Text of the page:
Torture in American Schools by Jewel Woods
Last weekend, at the Malcolm X Grassroots Unity Brunch one of the topics covered was violence against LGBTQ people of color. I think it was Kenyon Farrow who mentioned the suicides of Carl Joseph Walker-Hoover and Jaheem Herrera who are both Black boys who recently committed suicide because of peer bullying and hatred. Jewel Woods, of the Renaissance Male Project, writes a clear indictment of the ways that our schools allow torture and why boys of color are particularly at risk. What can we do to prevent torture in our schools and ensure a safe and whole development for all our children. PLEASE READ THIS ARTICLE
Imagine the terror of a mother frantically trying to cut down her child seconds after finding him hanging from an extension cord in his bedroom. Picture the trauma of a 10-year-old girl desperately trying to hold up her older brother after finding him hanging from a noose in an upstairs closet.
These tragic scenes unfolded in the past several weeks as two beautiful 11-year-old black boys, Carl Joseph Walker-Hoover of Springfield, Massachusetts and Jaheem Herrera of DeKalb, Georgia, chose to end their lives rather than endure another day of being bullied in their schools.
According to reports, the parents of both children had repeatedly warned school officials about the daily torment and torture that their children were subjected to during school. However, neither parents nor educators were able to intervene in time.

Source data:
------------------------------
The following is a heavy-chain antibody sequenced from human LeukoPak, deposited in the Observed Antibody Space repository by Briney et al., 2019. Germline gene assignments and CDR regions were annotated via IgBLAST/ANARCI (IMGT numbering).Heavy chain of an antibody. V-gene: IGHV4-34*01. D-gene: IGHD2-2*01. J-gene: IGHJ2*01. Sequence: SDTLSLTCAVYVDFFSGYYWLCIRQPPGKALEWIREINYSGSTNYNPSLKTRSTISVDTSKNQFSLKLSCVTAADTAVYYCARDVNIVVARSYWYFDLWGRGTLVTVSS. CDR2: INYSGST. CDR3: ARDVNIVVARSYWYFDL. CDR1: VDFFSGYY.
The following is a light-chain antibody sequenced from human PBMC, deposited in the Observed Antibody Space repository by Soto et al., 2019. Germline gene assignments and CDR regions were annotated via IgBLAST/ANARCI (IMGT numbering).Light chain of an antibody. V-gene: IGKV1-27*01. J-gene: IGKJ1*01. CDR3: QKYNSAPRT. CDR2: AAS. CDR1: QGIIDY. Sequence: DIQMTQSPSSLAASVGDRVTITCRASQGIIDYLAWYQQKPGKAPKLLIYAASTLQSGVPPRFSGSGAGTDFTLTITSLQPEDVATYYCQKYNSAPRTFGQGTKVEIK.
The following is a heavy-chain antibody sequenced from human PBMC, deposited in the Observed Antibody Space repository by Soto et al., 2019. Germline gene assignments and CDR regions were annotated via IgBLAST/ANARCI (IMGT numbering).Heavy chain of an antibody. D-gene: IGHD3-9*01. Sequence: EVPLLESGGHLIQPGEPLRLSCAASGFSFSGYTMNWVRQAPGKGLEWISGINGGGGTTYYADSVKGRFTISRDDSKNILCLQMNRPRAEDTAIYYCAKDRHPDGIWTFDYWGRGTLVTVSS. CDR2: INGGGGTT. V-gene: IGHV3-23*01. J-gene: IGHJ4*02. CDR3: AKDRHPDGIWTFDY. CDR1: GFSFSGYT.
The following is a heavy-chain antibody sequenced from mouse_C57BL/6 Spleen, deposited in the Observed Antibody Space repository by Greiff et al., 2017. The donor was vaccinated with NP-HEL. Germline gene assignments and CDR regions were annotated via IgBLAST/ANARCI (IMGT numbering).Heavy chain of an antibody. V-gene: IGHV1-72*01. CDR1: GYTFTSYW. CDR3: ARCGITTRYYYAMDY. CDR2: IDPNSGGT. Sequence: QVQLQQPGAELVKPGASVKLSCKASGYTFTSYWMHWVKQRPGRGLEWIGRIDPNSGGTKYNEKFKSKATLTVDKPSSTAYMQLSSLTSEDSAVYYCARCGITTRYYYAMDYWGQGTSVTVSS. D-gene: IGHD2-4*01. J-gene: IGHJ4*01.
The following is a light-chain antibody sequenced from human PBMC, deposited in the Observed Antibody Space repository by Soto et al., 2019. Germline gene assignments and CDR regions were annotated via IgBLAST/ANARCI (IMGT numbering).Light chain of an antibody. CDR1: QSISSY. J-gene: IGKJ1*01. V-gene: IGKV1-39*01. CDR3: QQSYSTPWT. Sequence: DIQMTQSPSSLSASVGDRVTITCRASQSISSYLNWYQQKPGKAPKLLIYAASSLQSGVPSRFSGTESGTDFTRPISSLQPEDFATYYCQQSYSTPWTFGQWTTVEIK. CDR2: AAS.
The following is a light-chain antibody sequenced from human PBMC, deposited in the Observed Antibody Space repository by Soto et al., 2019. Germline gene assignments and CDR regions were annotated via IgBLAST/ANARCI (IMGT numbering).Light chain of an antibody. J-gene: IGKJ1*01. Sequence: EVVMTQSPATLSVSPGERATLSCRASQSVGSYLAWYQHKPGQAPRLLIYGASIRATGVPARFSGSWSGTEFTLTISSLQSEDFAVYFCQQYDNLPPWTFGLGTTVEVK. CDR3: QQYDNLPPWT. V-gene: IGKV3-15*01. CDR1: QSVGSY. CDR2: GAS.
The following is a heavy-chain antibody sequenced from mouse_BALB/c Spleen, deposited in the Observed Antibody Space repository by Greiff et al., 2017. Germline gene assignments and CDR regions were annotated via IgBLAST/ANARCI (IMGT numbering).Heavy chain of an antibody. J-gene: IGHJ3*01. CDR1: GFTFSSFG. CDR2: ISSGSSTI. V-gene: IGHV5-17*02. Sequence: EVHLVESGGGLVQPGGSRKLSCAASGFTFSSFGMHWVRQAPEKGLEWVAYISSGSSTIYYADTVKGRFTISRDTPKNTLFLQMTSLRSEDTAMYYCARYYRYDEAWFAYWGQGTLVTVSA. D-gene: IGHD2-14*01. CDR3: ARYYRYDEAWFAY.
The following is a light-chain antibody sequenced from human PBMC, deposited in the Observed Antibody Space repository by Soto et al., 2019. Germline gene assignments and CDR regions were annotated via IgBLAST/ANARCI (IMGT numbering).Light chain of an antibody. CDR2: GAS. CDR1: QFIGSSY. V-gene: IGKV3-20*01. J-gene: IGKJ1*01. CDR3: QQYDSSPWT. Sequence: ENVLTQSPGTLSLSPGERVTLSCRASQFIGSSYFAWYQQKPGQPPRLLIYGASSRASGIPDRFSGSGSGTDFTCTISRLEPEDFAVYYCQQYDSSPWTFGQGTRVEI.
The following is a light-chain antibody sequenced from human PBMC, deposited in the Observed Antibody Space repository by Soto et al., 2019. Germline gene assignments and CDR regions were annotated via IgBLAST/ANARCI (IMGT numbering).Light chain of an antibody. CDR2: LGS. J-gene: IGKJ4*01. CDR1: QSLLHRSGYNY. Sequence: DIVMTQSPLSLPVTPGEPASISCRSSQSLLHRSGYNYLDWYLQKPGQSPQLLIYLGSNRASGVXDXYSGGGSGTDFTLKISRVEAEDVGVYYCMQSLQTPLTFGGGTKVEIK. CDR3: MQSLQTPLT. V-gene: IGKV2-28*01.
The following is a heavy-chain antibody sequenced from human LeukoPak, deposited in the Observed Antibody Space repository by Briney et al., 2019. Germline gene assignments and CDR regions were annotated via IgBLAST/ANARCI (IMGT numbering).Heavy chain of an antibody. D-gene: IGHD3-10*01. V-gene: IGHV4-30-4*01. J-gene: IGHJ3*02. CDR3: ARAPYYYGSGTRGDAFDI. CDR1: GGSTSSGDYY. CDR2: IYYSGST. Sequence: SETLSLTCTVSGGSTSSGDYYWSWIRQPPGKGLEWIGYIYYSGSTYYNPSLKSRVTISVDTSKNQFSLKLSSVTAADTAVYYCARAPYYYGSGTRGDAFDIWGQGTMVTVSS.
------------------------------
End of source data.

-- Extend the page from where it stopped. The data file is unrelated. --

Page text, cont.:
While most acts of bullying do not lead to traumatic acts of suicide, bullying happens to young people all the time. Studies indicate that 65% of teens have been verbally or physically harassed or assaulted during the past year. 39% of teens report that students in their school are frequently harassed because of their physical appearance and another 33% report that students in their school are frequently harassed because of their perceived or actual sexual orientation.
But why are our kids killing themselves? Is there something different about bullying today that makes facing the daily onslaught more painful than life itself for some of our youth? Questions like these beckon to adults reeling from the shock of these events, in part because many think that that bullying is just a part of life–something that everyone has to deal with when they are growing up. Many adults are also puzzled by the impact of bullying on children who are targeted as “gay” because they assume that being gay, lesbian, and or bi-sexual is more acceptable today than in the past.